Google refuses to pay fine in India even though it paid fine in same case in Europe: CCI's lawyer - Business Today

Google refuses to pay fine in India even though it paid fine in same case in Europe: CCI's lawyer - Business Today

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At Supreme Court, CCI's lawyer claimed Google is refusing to pay fine imposed by Competition Commission of India even though it has paid fine in European court in the same matter of alleged abuse of its dominant position in the Android mobile device ecosystem.

On Monday, CCI's counsel Mukul Rohatgi said, "Their (Google) grievance that they cannot pay the fine is false as they have in 2017 paid over 4 billion euros in EU case. The EU court has also considered them as abusing dominant position. Here in India because it's a third world country they are not paying."

Chief Justice of India asked Google if it will be willing to put in place the same steps as it did in European Union. The matter will next be heard on Wednesday.

Last week, Google said that CCI's order will change how the company markets its Android platform and will drive up costs for app developers, equipment makers, and consequently, consumers. Android powers 97% of India's smartphones.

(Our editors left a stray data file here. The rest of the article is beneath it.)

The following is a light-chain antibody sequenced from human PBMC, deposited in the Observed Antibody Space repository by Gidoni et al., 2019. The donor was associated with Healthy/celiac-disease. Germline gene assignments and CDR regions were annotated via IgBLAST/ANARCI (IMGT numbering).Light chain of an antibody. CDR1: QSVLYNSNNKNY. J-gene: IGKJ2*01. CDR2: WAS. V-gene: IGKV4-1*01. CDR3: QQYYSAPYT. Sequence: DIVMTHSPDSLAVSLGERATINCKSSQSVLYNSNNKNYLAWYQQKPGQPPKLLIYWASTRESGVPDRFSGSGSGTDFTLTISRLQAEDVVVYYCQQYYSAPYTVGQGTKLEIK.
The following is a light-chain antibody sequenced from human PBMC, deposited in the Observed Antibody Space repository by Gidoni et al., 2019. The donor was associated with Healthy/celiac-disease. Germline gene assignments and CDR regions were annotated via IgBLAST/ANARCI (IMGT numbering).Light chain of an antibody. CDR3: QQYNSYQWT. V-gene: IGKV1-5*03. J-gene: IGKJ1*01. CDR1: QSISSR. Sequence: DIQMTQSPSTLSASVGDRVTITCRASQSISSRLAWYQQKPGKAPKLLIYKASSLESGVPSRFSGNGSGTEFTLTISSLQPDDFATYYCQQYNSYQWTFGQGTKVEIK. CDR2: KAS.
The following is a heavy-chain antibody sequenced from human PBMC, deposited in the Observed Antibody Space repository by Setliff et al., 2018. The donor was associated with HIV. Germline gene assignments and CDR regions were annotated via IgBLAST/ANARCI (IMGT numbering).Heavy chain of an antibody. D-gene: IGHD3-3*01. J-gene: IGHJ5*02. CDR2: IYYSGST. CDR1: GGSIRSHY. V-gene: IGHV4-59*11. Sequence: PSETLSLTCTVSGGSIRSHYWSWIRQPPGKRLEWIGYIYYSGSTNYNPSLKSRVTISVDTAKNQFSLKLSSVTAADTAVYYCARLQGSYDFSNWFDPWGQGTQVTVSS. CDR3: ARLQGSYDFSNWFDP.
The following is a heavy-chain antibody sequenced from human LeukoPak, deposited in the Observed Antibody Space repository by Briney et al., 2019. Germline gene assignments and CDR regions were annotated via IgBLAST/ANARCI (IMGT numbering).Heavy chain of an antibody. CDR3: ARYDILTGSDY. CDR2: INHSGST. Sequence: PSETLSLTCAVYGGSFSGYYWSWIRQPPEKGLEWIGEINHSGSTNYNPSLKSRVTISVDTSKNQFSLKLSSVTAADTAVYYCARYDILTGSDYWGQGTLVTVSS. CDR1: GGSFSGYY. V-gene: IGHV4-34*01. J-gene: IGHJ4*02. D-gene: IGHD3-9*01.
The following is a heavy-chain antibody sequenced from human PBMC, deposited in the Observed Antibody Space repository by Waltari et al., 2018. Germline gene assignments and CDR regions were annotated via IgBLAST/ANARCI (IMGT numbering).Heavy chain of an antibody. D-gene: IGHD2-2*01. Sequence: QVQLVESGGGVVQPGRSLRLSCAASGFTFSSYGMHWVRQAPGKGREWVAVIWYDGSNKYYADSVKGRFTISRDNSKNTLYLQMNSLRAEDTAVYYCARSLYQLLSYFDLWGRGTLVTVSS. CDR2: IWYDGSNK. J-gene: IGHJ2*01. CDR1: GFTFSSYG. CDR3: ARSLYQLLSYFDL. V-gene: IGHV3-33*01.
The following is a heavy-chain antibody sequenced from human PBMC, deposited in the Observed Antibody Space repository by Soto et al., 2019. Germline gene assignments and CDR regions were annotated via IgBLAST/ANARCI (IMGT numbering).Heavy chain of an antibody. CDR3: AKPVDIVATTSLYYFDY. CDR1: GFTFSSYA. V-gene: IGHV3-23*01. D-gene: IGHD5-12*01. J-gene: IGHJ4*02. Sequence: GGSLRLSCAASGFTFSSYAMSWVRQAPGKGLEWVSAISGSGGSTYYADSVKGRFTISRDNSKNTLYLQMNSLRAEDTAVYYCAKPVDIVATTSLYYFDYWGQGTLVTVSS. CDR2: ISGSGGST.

NCLAT had, on January 4, declined to stay the order passed by the CCI, after observing that the order was passed on October 20, 2022, but the appeal against it was filed on December 20, 2022.

The tech major also alleged that NCLAT acted ''unlawfully'' in conditioning the admission of Google's appeal upon it depositing 10 per cent of the penalty amount.

In October last year, CCI slapped a penalty of around Rs 2,200 crore on Google for anti-competitive practices. It had slapped a Rs 1,337.76-crore fine on Google for exploiting its dominant position with respect to Android, which powers 97 per cent of smartphones in India. It imposed another Rs 936-crore penalty on the US tech giant in a case related to its Play Store policies.

While in the first case, CCI asked Google to allow smartphone users on the Android platform to uninstall apps and let them select a search engine of their choice, the regulator had asked the company to take corrective steps on policies that forced developers to use Google Play's billing system to list their apps on its Play Store.

Currently, one cannot delete apps such as Google Maps or YouTube from their Android phones when they come pre-installed.